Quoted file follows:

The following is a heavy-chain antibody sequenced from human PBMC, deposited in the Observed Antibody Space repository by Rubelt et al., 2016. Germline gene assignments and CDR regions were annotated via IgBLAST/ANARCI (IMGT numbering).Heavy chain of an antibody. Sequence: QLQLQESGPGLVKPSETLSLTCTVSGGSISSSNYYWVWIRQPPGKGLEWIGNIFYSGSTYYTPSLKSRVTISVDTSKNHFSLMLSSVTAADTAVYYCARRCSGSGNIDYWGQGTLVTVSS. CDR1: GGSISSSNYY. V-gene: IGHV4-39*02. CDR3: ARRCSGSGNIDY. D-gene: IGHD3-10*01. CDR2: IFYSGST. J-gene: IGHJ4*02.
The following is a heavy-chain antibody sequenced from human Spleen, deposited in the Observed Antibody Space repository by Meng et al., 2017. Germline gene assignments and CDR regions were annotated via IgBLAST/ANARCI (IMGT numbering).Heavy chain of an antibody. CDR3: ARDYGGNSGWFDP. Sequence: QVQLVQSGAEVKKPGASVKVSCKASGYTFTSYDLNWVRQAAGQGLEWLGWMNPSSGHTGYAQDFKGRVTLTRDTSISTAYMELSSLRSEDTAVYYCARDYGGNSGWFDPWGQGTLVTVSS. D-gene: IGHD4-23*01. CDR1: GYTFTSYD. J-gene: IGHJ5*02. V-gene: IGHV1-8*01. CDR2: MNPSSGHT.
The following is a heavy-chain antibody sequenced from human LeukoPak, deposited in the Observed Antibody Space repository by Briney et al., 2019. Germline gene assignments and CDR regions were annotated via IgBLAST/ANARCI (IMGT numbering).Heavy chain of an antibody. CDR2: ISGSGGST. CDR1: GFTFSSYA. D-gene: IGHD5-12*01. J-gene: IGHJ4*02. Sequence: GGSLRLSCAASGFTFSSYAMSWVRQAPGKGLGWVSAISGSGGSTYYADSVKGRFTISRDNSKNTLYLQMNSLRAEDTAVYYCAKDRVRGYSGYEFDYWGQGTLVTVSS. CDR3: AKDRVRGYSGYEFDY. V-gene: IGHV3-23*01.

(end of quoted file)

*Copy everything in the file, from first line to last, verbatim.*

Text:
The following is a heavy-chain antibody sequenced from human PBMC, deposited in the Observed Antibody Space repository by Rubelt et al., 2016. Germline gene assignments and CDR regions were annotated via IgBLAST/ANARCI (IMGT numbering).Heavy chain of an antibody. Sequence: QLQLQESGPGLVKPSETLSLTCTVSGGSISSSNYYWVWIRQPPGKGLEWIGNIFYSGSTYYTPSLKSRVTISVDTSKNHFSLMLSSVTAADTAVYYCARRCSGSGNIDYWGQGTLVTVSS. CDR1: GGSISSSNYY. V-gene: IGHV4-39*02. CDR3: ARRCSGSGNIDY. D-gene: IGHD3-10*01. CDR2: IFYSGST. J-gene: IGHJ4*02.
The following is a heavy-chain antibody sequenced from human Spleen, deposited in the Observed Antibody Space repository by Meng et al., 2017. Germline gene assignments and CDR regions were annotated via IgBLAST/ANARCI (IMGT numbering).Heavy chain of an antibody. CDR3: ARDYGGNSGWFDP. Sequence: QVQLVQSGAEVKKPGASVKVSCKASGYTFTSYDLNWVRQAAGQGLEWLGWMNPSSGHTGYAQDFKGRVTLTRDTSISTAYMELSSLRSEDTAVYYCARDYGGNSGWFDPWGQGTLVTVSS. D-gene: IGHD4-23*01. CDR1: GYTFTSYD. J-gene: IGHJ5*02. V-gene: IGHV1-8*01. CDR2: MNPSSGHT.
The following is a heavy-chain antibody sequenced from human LeukoPak, deposited in the Observed Antibody Space repository by Briney et al., 2019. Germline gene assignments and CDR regions were annotated via IgBLAST/ANARCI (IMGT numbering).Heavy chain of an antibody. CDR2: ISGSGGST. CDR1: GFTFSSYA. D-gene: IGHD5-12*01. J-gene: IGHJ4*02. Sequence: GGSLRLSCAASGFTFSSYAMSWVRQAPGKGLGWVSAISGSGGSTYYADSVKGRFTISRDNSKNTLYLQMNSLRAEDTAVYYCAKDRVRGYSGYEFDYWGQGTLVTVSS. CDR3: AKDRVRGYSGYEFDY. V-gene: IGHV3-23*01.